The Chamber of Commerce has commenced a well-financed and aggressive lobbying campaign to undermine America’s most effective whistleblower law, the False Claims Act. To justify its anti-whistleblower campaign the Chamber published a report entitled, “Fixing the False Claims Act: the Case For Compliance-Focused Reforms.” The purpose of this blog series is to combat the Chamber’s misinformation, and explain why the False Claims Act must be protected.
Whistleblowers and their supporters are strongly urged to read this blog series and share it with friends. In addition, an Action Alert has been issued by the National Whistleblower Center so members of the public inform their representatives that the False Claims Act should not be “reformed” as proposed by the Chamber.
Fact Number 9:
The Chamber’s report is predicated on a false and illogical dichotomy. The Chamber claimed that there was a need to weaken the FCA in order to strengthen corporate compliance. The opposite is true.
There is no need to weaken the FCA in order to have the business community implement effective fraud detection programs. There is no need to establish a government-sponsored agency to “accredit” compliance programs. Compliance professionals and fraud examiners have researched what it takes to implement effective compliance programs. These best practices are not a secret.
The Association of Certified Fraud Examiners created a highly respected “Fraud Prevention Checklist.” This checklist is based on input from the association’s 60,000 members. The ACFE checklist consists of eleven general categories of programs, including a total of 28 sub-categories.
Corporations can adopt these recommendations, without having government-sponsored accreditation and without destroying the False Claims Act.
In fact, any weakening of the FCA would be counterproductive and lessen the incentive for institutions to self-regulate.
Moreover, nothing in the Fraud Prevention checklist supports a finding that whistleblower protection laws should be weakened. Instead of gutting the highly effective FCA, the ACFE now looks at corporations that voluntarily pay whistleblower rewards as part of a comprehensive “Anti-Fraud Control.”Corporate trade associations, such as the Chamber of Commerce, should play a leading role in urging their members to implement the checklist.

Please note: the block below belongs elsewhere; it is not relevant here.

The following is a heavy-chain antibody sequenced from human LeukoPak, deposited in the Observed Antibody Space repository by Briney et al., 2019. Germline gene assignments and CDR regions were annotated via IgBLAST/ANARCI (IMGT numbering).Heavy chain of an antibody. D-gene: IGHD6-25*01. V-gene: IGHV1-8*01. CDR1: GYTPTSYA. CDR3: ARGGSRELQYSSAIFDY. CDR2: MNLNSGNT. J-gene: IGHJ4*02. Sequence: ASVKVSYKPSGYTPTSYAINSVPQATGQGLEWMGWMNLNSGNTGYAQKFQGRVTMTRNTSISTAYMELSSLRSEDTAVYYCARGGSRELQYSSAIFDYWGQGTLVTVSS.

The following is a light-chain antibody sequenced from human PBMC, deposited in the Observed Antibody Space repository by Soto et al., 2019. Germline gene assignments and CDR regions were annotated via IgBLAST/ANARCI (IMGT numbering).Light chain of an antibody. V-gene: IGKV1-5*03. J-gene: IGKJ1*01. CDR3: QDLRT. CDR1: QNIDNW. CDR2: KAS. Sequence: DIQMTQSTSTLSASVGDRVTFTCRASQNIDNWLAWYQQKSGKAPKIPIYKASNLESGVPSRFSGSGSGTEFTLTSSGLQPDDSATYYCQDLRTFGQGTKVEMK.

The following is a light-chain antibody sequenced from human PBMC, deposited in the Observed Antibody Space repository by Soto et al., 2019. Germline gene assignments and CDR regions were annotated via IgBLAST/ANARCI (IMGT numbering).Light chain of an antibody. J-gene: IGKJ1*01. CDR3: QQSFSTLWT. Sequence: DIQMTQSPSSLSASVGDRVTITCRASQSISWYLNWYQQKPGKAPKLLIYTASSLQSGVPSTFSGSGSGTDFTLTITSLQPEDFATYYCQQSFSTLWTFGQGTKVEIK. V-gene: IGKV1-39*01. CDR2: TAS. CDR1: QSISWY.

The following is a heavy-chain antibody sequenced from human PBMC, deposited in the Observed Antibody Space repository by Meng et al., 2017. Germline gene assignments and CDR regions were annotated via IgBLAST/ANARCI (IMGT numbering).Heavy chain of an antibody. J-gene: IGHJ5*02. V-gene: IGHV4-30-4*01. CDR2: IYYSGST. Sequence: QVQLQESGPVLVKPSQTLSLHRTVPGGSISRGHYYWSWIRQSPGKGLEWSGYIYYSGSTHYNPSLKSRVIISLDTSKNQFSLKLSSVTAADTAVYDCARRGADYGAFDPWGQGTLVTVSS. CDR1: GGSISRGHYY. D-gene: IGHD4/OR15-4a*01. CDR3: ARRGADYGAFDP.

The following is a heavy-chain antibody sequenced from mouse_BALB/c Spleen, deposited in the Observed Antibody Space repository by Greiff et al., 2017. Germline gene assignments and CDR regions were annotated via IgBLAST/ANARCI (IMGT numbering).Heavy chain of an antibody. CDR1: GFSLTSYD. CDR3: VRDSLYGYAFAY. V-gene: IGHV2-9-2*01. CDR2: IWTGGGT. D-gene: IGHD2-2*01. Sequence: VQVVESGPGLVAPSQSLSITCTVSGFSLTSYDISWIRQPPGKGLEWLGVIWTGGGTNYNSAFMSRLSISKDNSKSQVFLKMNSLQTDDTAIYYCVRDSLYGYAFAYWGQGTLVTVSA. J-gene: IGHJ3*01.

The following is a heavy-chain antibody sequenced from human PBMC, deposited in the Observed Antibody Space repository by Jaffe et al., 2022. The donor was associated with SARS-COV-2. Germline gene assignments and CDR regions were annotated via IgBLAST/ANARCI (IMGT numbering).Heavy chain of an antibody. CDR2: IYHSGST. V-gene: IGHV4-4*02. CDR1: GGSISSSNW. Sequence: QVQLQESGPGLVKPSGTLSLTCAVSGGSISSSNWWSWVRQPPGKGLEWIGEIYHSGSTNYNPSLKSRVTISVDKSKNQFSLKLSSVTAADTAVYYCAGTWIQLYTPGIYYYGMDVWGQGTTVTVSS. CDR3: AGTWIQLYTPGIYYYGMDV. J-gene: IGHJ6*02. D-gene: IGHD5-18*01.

Based on years of experience, the current weaknesses in corporate compliance programs have been well documented by leading professionals within the compliance community. For example, the RAND Center for Corporate Ethics and Governance published “Perspectives of Chief Ethics and Compliance Officers on the Detection and Prevention of Corporate Misdeeds: What the Policy Community Should Know.”
As part of this program, RAND published a paper by Donna Boehme, a highly respected compliance professional and the former Chief Compliance officer of two multinational corporations, including BP Oil. Ms. Boehme explained many problems experienced by compliance programs, why these programs fail, and what steps need to be taken in order to make compliance programs more effective.
The complex, costly, and ultimately absurd proposals put forward by the Chamber to create a best practices model is simply not needed. Compliance professionals and experts have already set forth the models needed for success. The Chamber has simply ignored this research.
* “Report to the Nations on Occupational Fraud and Abuse” Report by the Association of Certified Fraud Examiners. p.19 (2012).